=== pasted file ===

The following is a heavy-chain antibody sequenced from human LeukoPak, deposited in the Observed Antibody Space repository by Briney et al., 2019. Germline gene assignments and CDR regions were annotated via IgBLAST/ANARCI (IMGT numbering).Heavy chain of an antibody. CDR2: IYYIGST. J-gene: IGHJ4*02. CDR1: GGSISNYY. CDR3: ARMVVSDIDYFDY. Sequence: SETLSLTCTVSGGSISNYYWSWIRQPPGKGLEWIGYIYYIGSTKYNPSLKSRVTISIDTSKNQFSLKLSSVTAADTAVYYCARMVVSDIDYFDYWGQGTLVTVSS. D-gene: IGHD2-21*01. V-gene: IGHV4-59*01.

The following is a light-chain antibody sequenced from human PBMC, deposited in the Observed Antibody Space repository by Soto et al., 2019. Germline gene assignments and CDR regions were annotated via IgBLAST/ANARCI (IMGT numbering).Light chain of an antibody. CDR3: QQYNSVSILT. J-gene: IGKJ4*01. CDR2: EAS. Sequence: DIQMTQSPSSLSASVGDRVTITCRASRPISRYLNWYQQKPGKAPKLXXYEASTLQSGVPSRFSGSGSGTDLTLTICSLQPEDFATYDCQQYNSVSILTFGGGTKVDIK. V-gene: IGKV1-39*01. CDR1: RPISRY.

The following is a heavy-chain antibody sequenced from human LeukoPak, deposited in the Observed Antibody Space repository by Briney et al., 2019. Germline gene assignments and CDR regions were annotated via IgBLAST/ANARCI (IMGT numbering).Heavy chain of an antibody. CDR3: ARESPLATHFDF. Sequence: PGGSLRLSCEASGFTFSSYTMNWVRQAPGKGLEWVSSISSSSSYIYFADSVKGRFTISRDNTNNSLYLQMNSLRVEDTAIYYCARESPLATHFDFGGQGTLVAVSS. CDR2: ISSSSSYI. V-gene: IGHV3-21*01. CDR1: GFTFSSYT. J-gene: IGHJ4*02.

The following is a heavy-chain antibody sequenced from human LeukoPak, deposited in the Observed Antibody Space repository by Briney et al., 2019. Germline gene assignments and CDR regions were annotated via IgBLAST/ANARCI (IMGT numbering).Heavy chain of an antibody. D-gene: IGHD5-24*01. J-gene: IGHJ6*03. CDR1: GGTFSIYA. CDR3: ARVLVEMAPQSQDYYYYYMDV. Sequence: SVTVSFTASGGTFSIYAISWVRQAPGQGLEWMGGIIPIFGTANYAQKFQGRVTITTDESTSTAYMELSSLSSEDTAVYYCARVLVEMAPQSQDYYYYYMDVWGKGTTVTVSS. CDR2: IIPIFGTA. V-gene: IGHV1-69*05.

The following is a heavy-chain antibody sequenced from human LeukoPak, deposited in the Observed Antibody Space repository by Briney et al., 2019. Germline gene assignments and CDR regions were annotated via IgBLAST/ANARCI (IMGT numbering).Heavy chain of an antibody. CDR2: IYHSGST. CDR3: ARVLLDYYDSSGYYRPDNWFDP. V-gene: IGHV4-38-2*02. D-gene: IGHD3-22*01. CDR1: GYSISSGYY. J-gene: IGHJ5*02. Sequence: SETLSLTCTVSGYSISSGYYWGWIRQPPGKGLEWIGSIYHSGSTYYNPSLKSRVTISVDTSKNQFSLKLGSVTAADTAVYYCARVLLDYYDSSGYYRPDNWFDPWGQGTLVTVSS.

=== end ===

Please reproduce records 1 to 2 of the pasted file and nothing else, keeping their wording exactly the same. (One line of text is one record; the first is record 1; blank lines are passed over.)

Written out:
The following is a heavy-chain antibody sequenced from human LeukoPak, deposited in the Observed Antibody Space repository by Briney et al., 2019. Germline gene assignments and CDR regions were annotated via IgBLAST/ANARCI (IMGT numbering).Heavy chain of an antibody. CDR2: IYYIGST. J-gene: IGHJ4*02. CDR1: GGSISNYY. CDR3: ARMVVSDIDYFDY. Sequence: SETLSLTCTVSGGSISNYYWSWIRQPPGKGLEWIGYIYYIGSTKYNPSLKSRVTISIDTSKNQFSLKLSSVTAADTAVYYCARMVVSDIDYFDYWGQGTLVTVSS. D-gene: IGHD2-21*01. V-gene: IGHV4-59*01.

The following is a light-chain antibody sequenced from human PBMC, deposited in the Observed Antibody Space repository by Soto et al., 2019. Germline gene assignments and CDR regions were annotated via IgBLAST/ANARCI (IMGT numbering).Light chain of an antibody. CDR3: QQYNSVSILT. J-gene: IGKJ4*01. CDR2: EAS. Sequence: DIQMTQSPSSLSASVGDRVTITCRASRPISRYLNWYQQKPGKAPKLXXYEASTLQSGVPSRFSGSGSGTDLTLTICSLQPEDFATYDCQQYNSVSILTFGGGTKVDIK. V-gene: IGKV1-39*01. CDR1: RPISRY.